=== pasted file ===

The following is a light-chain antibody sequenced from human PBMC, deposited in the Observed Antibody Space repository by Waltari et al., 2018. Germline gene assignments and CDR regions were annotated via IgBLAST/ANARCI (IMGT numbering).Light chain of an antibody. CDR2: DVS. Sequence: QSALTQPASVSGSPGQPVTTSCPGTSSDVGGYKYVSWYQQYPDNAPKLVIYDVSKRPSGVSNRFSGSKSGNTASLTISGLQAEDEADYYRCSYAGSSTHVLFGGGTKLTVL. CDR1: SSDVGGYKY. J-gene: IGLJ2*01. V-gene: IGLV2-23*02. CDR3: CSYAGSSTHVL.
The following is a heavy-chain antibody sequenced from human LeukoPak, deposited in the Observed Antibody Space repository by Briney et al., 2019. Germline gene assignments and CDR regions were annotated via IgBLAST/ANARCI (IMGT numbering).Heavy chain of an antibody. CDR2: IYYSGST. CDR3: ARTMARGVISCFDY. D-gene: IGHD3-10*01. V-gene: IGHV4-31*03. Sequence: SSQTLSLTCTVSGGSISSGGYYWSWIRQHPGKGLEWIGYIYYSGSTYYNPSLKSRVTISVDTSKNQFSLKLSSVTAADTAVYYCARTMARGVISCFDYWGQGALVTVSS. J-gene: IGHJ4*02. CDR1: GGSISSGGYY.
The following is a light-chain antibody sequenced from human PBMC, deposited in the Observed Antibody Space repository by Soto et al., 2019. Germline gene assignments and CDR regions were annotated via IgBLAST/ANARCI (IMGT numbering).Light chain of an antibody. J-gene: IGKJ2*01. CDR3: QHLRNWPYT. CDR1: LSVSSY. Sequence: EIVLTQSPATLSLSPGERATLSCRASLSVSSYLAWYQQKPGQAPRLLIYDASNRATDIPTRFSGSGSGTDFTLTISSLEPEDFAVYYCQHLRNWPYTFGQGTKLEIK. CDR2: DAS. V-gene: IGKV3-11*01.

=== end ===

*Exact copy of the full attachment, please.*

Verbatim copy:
The following is a light-chain antibody sequenced from human PBMC, deposited in the Observed Antibody Space repository by Waltari et al., 2018. Germline gene assignments and CDR regions were annotated via IgBLAST/ANARCI (IMGT numbering).Light chain of an antibody. CDR2: DVS. Sequence: QSALTQPASVSGSPGQPVTTSCPGTSSDVGGYKYVSWYQQYPDNAPKLVIYDVSKRPSGVSNRFSGSKSGNTASLTISGLQAEDEADYYRCSYAGSSTHVLFGGGTKLTVL. CDR1: SSDVGGYKY. J-gene: IGLJ2*01. V-gene: IGLV2-23*02. CDR3: CSYAGSSTHVL.
The following is a heavy-chain antibody sequenced from human LeukoPak, deposited in the Observed Antibody Space repository by Briney et al., 2019. Germline gene assignments and CDR regions were annotated via IgBLAST/ANARCI (IMGT numbering).Heavy chain of an antibody. CDR2: IYYSGST. CDR3: ARTMARGVISCFDY. D-gene: IGHD3-10*01. V-gene: IGHV4-31*03. Sequence: SSQTLSLTCTVSGGSISSGGYYWSWIRQHPGKGLEWIGYIYYSGSTYYNPSLKSRVTISVDTSKNQFSLKLSSVTAADTAVYYCARTMARGVISCFDYWGQGALVTVSS. J-gene: IGHJ4*02. CDR1: GGSISSGGYY.
The following is a light-chain antibody sequenced from human PBMC, deposited in the Observed Antibody Space repository by Soto et al., 2019. Germline gene assignments and CDR regions were annotated via IgBLAST/ANARCI (IMGT numbering).Light chain of an antibody. J-gene: IGKJ2*01. CDR3: QHLRNWPYT. CDR1: LSVSSY. Sequence: EIVLTQSPATLSLSPGERATLSCRASLSVSSYLAWYQQKPGQAPRLLIYDASNRATDIPTRFSGSGSGTDFTLTISSLEPEDFAVYYCQHLRNWPYTFGQGTKLEIK. CDR2: DAS. V-gene: IGKV3-11*01.